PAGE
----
President of PGEU O'Loughlin expresses solidarity with Greek pharmacists
O’Loughlin, who’s in Athens for the 1st Conference of Presidents of European Pharmaceutical Associations, spoke about the economic crisis which has led to budget cuts in health, innovative drugs which in many cases are prohibitively expensive, the use of generic drugs, about drug shortages in markets and competition in the health industry, stating categorically that "the care of elderly and sick people is not a sector for harsh economic competition.”
He also expressed his support for Greek pharmacists, explained the ownership status of pharmacies abroad and analysed the role of a pharmacist in society.
1. The 1sth European Pharmaceutical Association Conference is being held with your participation in Athens. This movement can be translated as support towards Greek pharmacists who are struggling constantly the last few years to safeguard their achievements.
The presence of PGEU and of other international pharmacists' organisations is a sincere gesture of support for and of solidarity with our Greek colleagues, who are enduring a very difficult time. We are very pleased to participate in this important event.
2. How has the economic crisis in Europe affected social healthcare?
Across Europe the financial crisis has resulted in austerity policies of varying magnitudes. In many of the programme countries, mine included (I am from Ireland), health budgets have been cut and, consequently, the salaries of health professionals have been cut and health services for citizens have been reduced. Also, in many other countries which were not subject to programmes, health spending has come under pressure and the previous regular yearly increases have been curtailed. This has, in many cases, caused difficulty meeting the increasing demand for health services as populations grow older.
3. (a) In Greece the prevailing opinion is that in the other European countries everything works better. Is this true?
I don’t have sufficient information or experience to judge whether things work better in other countries than in Greece. It is true that, at this time, Greece faces enormous challenges. However, I believe Greeks are determined and resourceful people who have the capacity to solve their problems with the support of European partners. PGEU is here this week to demonstrate our support.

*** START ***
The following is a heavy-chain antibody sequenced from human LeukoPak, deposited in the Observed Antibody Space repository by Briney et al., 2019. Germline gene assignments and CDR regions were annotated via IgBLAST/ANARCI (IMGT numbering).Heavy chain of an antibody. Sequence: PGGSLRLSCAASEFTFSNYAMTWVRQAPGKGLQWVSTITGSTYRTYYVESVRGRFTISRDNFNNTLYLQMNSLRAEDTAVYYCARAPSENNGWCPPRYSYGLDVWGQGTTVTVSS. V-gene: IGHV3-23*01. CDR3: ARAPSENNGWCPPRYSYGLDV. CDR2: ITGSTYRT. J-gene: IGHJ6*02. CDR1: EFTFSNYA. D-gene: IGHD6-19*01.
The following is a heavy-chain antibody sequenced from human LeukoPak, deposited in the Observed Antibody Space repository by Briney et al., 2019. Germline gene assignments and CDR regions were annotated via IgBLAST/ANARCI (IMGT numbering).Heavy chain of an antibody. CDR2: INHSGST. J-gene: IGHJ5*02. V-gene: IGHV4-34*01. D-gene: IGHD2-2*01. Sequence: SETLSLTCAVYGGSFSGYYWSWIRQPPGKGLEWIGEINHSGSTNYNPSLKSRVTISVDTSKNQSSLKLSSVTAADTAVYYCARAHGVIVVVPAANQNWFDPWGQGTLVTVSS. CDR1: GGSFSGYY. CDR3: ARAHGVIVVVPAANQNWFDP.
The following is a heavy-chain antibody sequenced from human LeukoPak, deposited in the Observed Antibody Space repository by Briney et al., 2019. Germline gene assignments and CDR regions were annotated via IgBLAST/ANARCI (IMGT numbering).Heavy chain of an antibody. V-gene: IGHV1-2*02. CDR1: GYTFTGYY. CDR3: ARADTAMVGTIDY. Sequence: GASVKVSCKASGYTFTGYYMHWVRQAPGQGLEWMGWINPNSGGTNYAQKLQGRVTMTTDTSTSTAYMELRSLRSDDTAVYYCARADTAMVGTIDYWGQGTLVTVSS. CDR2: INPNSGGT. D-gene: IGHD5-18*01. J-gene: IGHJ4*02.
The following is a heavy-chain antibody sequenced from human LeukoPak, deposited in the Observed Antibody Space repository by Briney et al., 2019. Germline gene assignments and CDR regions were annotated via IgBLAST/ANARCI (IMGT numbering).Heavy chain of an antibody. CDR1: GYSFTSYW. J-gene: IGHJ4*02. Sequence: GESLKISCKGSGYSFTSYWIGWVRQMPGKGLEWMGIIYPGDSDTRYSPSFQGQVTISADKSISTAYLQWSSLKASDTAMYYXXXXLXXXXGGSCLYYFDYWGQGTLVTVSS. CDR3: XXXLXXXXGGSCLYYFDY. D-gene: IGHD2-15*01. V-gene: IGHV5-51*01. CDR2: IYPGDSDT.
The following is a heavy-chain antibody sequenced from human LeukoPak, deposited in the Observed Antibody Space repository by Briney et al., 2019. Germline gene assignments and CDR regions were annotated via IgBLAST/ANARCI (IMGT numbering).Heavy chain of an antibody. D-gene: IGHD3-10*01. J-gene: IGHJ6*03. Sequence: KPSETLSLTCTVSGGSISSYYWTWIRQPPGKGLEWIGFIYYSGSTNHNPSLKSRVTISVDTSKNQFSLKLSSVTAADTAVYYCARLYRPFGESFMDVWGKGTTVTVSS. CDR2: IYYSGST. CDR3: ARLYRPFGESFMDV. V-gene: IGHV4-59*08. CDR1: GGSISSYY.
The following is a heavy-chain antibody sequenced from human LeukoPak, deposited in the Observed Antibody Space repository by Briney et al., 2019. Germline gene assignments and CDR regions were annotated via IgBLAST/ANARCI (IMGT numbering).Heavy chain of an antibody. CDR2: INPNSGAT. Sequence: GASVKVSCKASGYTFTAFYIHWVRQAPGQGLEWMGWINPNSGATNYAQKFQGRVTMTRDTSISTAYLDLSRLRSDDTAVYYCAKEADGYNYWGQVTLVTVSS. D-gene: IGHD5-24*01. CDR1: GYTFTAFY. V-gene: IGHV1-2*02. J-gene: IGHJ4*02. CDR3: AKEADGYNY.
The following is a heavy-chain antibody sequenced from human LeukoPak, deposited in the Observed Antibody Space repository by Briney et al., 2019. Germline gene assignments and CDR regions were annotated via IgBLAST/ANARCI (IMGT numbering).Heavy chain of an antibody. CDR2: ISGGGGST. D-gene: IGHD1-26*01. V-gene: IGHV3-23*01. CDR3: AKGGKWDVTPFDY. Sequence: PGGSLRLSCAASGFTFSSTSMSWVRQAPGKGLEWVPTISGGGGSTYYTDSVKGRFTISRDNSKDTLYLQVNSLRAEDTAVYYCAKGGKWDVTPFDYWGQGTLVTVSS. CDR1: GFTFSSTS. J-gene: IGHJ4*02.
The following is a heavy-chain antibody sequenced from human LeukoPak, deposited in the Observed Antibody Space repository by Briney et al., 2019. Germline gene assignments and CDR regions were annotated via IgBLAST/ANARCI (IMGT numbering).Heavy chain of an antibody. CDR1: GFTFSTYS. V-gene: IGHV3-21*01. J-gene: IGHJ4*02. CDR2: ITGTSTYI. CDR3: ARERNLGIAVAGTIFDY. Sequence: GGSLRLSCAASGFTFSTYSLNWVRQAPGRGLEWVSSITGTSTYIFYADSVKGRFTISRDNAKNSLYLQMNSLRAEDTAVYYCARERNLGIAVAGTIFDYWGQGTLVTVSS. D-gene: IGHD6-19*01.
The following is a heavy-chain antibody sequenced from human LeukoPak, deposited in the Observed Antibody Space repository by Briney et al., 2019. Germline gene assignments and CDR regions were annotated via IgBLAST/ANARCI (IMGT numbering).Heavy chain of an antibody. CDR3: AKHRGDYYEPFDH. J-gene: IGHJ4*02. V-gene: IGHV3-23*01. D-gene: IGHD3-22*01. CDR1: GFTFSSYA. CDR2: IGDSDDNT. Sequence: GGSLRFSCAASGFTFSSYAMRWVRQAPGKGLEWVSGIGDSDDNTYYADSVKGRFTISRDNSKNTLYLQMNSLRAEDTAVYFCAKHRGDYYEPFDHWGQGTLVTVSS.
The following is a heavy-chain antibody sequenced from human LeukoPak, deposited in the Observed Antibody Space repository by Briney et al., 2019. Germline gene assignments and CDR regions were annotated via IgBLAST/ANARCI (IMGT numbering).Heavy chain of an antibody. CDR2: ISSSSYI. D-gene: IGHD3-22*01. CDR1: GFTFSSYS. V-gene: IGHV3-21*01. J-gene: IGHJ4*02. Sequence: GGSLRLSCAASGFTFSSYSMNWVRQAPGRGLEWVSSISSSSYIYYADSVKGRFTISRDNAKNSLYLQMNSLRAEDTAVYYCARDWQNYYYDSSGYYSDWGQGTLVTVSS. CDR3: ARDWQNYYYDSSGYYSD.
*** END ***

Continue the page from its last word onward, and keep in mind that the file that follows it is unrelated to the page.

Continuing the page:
3. (b) Please inform us to which axes the European Pharmaceutical Policy is moving?
European pharmaceutical policy is driven by governments who are increasingly anxious to control spending on health and, in particular, medicines. New innovative medicines have the potential to make a hugely positive difference in the length and quality of patients' lives, and their use has resulted in many previously fatal illnesses becoming treatable. However, in many cases they are prohibitively expensive. Governments are driving down the cost of older medicines and the fees and margins paid to pharmacists to create the possibility to pay for expensive new medicines. In many cases, they are delaying reimbursement decisions on new medicines because the price is considered unaffordable.
In addition, medicines shortages have become a significant and growing problem throughout Europe. As a result of lobbying by pharmacists organisations, governments are beginning to recognise the seriousness of the problem. It is imperative that both national and European agencies actively try to implement solutions to alleviate shortages.
4. (a) The ownership of pharmacies is a major issue for Greeks pharmacists. What is applied to the other European countries? According to your point of view should pharmacies be in the hands of pharmacists or in large business groups?